Angel Fire has snapped up the opportunity to become New Mexico's premier snowboarding destination, thanks to Taos' steadfast refusal to allow snowboarding. The Chile Express high-speed quad whisks boarders to the top of the 10,677-foot mountain. Sound systems pump out great tunes underneath the lifts. Angel Fire has a young feel to it, unlike the conservative, staid atmosphere of some larger resorts.
Beginner boarders will appreciate both Dreamcatcher and Lift #2, servicing Exhibition and Valley. You get what
is, in effect, a superb bunny hill with two distinct levels of difficulty. In addition there's beginner
terrain at the top of the mountain, on either side of the NASTAR race area, that's served by a short lift. The Summit Haus, a yurt-style restaurant with a full-service bar at the peak, adds a nice extra touch. Intermediate and advanced riders will prefer the back side of the mountain, serviced by a high-speed quad. Hell's Bells is a favorite run amongst advanced boarders. Intermediates will enjoy Fire Escape and Hully Gully, shifting to front-side runs like I-25 and Prospector on days when the sun is hidden and snow is powering down. Unfortunately, front-side runs all end in a long runout to the base area. Expert snowboarders are not forgotten—hiking-accessed trails in the Back Basin including Nitro, Detonator and Baa-da-bing offer some of the steepest terrain on the mountain.
Parks and pipes: The resort has two terrain parks. Liberation Park, for experienced park riders, is at the top of the mountain and is reached by its own chair, Lift #3. It has tabletops, spines, funboxes, rails and jumps. Lowrider Park, on the lower section of Headin' Home, is the learning park, with short rails, funboxes, small jumps and rollers. It's also the place to perfect your park technique. Angel Fire has the only halfpipe in New Mexico. You'll find it in Liberation Park.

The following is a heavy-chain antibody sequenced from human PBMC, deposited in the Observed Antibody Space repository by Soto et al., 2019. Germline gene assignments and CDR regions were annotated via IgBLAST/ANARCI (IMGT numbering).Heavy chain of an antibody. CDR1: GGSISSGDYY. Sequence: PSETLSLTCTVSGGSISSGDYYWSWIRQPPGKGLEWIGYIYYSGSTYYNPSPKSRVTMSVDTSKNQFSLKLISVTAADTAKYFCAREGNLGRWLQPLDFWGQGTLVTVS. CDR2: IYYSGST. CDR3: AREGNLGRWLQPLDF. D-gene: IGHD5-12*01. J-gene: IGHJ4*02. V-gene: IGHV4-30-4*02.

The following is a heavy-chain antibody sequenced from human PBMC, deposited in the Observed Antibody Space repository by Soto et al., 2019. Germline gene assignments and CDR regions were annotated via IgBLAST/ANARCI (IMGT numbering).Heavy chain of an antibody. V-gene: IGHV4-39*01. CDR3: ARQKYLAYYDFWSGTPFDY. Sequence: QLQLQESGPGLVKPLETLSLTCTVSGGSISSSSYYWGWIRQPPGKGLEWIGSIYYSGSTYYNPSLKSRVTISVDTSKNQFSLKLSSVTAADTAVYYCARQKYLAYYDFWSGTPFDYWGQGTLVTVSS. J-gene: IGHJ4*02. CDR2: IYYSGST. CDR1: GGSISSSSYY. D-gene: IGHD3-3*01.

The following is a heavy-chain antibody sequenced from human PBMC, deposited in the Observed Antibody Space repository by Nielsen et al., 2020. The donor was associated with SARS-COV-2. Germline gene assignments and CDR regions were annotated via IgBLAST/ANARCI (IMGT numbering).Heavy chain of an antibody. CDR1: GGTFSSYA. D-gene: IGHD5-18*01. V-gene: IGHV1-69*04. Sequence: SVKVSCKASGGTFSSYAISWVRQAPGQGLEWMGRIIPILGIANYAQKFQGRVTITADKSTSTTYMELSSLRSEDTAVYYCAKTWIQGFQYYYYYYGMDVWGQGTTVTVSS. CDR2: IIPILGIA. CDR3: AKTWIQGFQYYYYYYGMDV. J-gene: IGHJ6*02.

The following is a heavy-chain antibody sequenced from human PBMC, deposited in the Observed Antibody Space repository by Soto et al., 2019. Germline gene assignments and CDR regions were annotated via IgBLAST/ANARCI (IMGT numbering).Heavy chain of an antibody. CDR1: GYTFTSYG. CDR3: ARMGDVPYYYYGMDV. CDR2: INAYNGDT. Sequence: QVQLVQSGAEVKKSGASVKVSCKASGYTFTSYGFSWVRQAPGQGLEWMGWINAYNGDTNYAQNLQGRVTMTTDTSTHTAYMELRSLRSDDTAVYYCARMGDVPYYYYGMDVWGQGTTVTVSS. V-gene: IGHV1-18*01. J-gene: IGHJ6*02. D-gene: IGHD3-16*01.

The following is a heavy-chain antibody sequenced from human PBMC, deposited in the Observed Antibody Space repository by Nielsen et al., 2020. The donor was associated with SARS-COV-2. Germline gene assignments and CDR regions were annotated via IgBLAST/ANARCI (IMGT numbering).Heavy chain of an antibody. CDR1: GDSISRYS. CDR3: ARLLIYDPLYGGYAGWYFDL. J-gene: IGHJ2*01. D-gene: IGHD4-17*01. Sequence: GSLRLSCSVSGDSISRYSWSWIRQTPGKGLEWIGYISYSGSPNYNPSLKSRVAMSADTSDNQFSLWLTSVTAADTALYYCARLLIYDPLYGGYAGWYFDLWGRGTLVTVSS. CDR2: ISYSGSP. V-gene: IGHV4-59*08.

Angel Fire has an excellent ski school that focuses on beginner and intermediate skiers as well as children. Their snowboarding instruction is consistently highly rated too. The resort recently expanded its children's ski and snowboard school with a 6,000-square-foot building designed specifically for kids. Angel Fire Resort Day Care (800-633-7463), housed in a new state-of-the-art facility near the kids' ski school, is open 8 a.m. to 5 p.m. Full-and half-day programs provide activities for children ages 6 weeks through 10 years. Costs range from $40 to $85 for day care and children's lesson programs.
Adventure Park, at the base, has a day tubing hill. At the summit, you'll find 22 km. of cross-country and snowshoe trails with beautiful views of New Mexico's highest mountain, Wheeler Peak. Lessons and rentals are available.Read More